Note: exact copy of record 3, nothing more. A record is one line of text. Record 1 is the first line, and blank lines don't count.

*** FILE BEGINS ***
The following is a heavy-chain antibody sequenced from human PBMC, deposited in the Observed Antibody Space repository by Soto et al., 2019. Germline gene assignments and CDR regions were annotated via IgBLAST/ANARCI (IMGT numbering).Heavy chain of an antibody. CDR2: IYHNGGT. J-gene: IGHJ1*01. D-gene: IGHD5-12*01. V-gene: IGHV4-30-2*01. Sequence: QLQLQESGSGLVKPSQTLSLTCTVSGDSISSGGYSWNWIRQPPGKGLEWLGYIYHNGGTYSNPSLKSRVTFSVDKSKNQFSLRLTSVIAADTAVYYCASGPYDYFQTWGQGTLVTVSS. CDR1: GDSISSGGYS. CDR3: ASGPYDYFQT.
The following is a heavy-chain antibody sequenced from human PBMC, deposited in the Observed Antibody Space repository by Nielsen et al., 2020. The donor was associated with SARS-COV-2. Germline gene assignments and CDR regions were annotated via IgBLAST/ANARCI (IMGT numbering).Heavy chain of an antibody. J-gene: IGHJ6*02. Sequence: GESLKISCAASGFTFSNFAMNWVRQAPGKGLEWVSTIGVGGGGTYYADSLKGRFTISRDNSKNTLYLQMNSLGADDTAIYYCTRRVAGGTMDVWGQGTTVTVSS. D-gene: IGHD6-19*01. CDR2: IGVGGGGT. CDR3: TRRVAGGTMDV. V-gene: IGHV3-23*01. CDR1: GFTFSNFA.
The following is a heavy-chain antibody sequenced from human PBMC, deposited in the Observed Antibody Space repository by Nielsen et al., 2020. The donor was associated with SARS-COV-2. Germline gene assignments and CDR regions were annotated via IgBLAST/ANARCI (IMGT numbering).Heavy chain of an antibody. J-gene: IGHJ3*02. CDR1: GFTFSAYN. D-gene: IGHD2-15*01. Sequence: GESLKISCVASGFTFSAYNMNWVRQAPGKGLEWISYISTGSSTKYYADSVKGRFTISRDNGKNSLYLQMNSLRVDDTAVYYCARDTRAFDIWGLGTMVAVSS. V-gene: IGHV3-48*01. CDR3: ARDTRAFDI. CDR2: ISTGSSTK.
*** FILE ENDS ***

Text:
The following is a heavy-chain antibody sequenced from human PBMC, deposited in the Observed Antibody Space repository by Nielsen et al., 2020. The donor was associated with SARS-COV-2. Germline gene assignments and CDR regions were annotated via IgBLAST/ANARCI (IMGT numbering).Heavy chain of an antibody. J-gene: IGHJ3*02. CDR1: GFTFSAYN. D-gene: IGHD2-15*01. Sequence: GESLKISCVASGFTFSAYNMNWVRQAPGKGLEWISYISTGSSTKYYADSVKGRFTISRDNGKNSLYLQMNSLRVDDTAVYYCARDTRAFDIWGLGTMVAVSS. V-gene: IGHV3-48*01. CDR3: ARDTRAFDI. CDR2: ISTGSSTK.